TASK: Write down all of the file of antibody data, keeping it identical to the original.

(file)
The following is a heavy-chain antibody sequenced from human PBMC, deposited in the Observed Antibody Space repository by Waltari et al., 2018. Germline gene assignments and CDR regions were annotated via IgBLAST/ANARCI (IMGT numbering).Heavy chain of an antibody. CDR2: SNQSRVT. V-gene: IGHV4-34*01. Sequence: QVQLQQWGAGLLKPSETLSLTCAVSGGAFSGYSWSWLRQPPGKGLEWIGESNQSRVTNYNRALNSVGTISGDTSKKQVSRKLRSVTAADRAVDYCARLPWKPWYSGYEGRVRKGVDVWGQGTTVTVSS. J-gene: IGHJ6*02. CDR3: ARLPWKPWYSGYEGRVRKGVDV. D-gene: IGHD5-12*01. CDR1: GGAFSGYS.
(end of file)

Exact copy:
The following is a heavy-chain antibody sequenced from human PBMC, deposited in the Observed Antibody Space repository by Waltari et al., 2018. Germline gene assignments and CDR regions were annotated via IgBLAST/ANARCI (IMGT numbering).Heavy chain of an antibody. CDR2: SNQSRVT. V-gene: IGHV4-34*01. Sequence: QVQLQQWGAGLLKPSETLSLTCAVSGGAFSGYSWSWLRQPPGKGLEWIGESNQSRVTNYNRALNSVGTISGDTSKKQVSRKLRSVTAADRAVDYCARLPWKPWYSGYEGRVRKGVDVWGQGTTVTVSS. J-gene: IGHJ6*02. CDR3: ARLPWKPWYSGYEGRVRKGVDV. D-gene: IGHD5-12*01. CDR1: GGAFSGYS.